Federal Real Property:
Overreliance on Leasing Contributed to High-Risk Designation
GAO-11-879T, Aug 4, 2011
The federal government's real property portfolio includes more than 900,000 buildings and structures worth hundreds of billions of dollars. Many of these properties are leased from private-sector owners, often at total costs that would exceed what the government would pay for ownership. Overreliance on costly leased space was one of several factors that contributed to GAO's designation of federal real property management as a governmentwide high-risk issue. The administration's proposed Civilian Property Realignment Act (CPRA) would reform federal real property management and disposal. For this subcommittee, GAO is currently examining opportunities for consolidating federal operations and moving them from leased space to federally owned sites. This statement identifies (1) the factors that contribute to the government's reliance on costly leasing, (2) how CPRA may provide an opportunity to reduce reliance on leasing, and (3) federal agencies' independent leasing authorities and General Services Administration's (GSA) delegations of leasing authorities. To do this work, GAO relied on its prior work and reviewed CPRA and other relevant reports.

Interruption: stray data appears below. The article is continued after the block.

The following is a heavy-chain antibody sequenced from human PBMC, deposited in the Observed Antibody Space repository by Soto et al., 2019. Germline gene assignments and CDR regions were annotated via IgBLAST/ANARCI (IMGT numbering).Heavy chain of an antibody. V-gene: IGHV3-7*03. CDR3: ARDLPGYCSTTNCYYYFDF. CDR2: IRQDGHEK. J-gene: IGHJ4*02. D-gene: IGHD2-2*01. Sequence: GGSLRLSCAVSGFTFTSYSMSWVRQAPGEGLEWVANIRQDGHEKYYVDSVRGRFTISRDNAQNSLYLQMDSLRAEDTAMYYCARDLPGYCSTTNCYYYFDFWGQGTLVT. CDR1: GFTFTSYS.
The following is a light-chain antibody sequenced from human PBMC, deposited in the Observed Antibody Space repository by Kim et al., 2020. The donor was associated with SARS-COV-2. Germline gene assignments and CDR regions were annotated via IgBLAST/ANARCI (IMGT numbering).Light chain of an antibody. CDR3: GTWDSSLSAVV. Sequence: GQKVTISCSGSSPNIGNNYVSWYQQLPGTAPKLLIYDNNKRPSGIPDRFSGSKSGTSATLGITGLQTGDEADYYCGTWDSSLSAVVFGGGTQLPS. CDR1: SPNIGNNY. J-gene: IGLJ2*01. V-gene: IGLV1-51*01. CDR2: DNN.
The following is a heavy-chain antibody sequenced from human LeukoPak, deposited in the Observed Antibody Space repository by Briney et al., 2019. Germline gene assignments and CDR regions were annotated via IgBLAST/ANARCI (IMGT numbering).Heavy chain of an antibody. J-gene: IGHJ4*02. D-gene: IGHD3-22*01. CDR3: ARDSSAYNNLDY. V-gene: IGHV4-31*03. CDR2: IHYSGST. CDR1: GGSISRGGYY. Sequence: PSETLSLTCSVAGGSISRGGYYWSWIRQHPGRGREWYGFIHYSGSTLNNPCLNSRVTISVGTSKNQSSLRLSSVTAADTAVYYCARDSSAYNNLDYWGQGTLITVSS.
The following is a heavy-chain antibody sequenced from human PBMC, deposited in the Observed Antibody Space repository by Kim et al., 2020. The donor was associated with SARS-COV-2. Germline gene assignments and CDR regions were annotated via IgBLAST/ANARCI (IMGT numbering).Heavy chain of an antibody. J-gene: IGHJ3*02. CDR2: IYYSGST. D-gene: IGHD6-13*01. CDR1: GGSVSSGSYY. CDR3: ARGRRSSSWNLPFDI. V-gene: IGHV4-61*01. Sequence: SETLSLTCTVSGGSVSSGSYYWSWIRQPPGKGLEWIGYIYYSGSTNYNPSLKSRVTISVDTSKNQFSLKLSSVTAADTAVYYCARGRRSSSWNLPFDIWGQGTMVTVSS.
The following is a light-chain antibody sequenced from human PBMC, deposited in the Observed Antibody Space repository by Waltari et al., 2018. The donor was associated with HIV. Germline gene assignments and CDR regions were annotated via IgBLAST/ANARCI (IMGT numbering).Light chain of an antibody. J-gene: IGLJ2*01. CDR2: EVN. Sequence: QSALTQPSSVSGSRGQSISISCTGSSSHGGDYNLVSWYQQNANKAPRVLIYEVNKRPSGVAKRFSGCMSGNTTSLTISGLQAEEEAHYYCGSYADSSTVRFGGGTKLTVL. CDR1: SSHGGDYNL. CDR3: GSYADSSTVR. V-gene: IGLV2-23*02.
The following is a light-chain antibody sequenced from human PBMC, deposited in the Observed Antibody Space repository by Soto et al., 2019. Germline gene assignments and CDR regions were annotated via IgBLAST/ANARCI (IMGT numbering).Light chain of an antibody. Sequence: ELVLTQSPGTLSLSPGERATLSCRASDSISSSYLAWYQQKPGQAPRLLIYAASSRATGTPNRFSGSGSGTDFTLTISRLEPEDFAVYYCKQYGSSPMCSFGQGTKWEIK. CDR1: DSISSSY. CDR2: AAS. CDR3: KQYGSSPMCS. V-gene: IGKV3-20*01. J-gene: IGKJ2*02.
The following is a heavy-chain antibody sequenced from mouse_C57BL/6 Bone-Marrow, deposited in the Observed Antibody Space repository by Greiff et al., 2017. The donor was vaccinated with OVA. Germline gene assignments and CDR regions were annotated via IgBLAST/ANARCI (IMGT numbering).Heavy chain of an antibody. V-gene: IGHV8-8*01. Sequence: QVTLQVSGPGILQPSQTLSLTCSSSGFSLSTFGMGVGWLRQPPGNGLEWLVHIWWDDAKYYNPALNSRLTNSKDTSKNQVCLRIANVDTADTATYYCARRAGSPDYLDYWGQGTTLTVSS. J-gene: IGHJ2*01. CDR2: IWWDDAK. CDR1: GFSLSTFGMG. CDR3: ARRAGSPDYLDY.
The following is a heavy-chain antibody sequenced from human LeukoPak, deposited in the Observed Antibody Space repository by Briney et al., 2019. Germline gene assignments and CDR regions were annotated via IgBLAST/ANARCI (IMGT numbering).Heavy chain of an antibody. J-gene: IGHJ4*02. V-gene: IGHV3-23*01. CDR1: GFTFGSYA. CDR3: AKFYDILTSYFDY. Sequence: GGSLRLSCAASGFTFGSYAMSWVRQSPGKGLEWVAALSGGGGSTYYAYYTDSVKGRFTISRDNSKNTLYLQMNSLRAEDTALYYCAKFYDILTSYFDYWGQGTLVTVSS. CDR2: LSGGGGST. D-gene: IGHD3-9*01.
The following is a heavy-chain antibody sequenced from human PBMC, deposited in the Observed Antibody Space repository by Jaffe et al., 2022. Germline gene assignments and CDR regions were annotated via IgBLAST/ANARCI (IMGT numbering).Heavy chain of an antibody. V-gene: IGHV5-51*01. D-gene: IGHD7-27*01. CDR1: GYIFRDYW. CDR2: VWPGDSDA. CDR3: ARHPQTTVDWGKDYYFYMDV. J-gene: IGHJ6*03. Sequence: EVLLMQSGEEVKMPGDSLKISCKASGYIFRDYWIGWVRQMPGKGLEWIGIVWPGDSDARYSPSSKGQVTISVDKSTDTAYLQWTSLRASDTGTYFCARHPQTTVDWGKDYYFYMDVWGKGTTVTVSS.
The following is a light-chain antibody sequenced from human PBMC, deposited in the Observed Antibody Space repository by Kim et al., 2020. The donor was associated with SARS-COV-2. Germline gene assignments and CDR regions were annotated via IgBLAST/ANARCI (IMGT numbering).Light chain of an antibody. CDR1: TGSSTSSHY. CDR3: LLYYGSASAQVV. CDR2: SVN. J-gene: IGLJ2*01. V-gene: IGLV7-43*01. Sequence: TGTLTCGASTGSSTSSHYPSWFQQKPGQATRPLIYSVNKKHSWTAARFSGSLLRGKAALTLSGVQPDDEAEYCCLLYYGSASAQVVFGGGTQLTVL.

The decision to lease rather than own space for federal operations is often influenced by factors other than cost-effectiveness, including budget issues and operational requirements. Over the years, GAO's work has shown federal building ownership often costs less than operating leases, particularly for long-term space needs, and increasing ownership in these cases could save millions of dollars. Starting in 2008, GSA, the central leasing agent for most agencies, has leased more space than it owns. As GAO has reported, though, federal budget scoring rules can create challenges for new construction. Specifically, budget authority for ownership options must be recorded fully up front in the budget to appropriately reflect the government's commitment. For GSA operating leases, however, only the budget authority needed to cover the annual lease payments is required. This reduces the upfront funding commitment but generally costs the federal government more over time. Federal agencies' decisions to lease rather than own space may also be driven by factors such as cost, security requirements, the need for flexibility, and smaller space needs. In such instances, leasing may be practicable. Although GSA's goal is to cover the administrative costs of private sector leases with fees it charges the tenant agencies, it has been unable to do so in recent years--losing more than $100 million in fiscal year 2009--raising concerns about the agency's management of its leased properties. CPRA may provide an opportunity to reduce the government's overreliance on leasing. CPRA does not explicitly address the government's overreliance on leasing, but one of CPRA's purposes--to realign civilian real property by consolidating or colocating operations and reconfiguring space to increase efficiency--could help to reduce the governments' overreliance on leasing. For example, CPRA could identify opportunities for federal civilian agencies--many of which currently are located in leased space--to colocate on U.S. Postal Service property. Through legislation, many agencies have received independent leasing authority through their enabling legislation or in appropriations acts. Other agencies have received leasing authority through a GSA delegation. GSA may delegate to agencies leasing authority for general purpose, categorical and special purpose space. In November 2007, GSA amended its delegations of leasing authority to increase oversight and facilitate compliance with all applicable laws and regulations governing the acquisition of leases after audits found instances in which agencies failed to meet the conditions of their leasing delegations.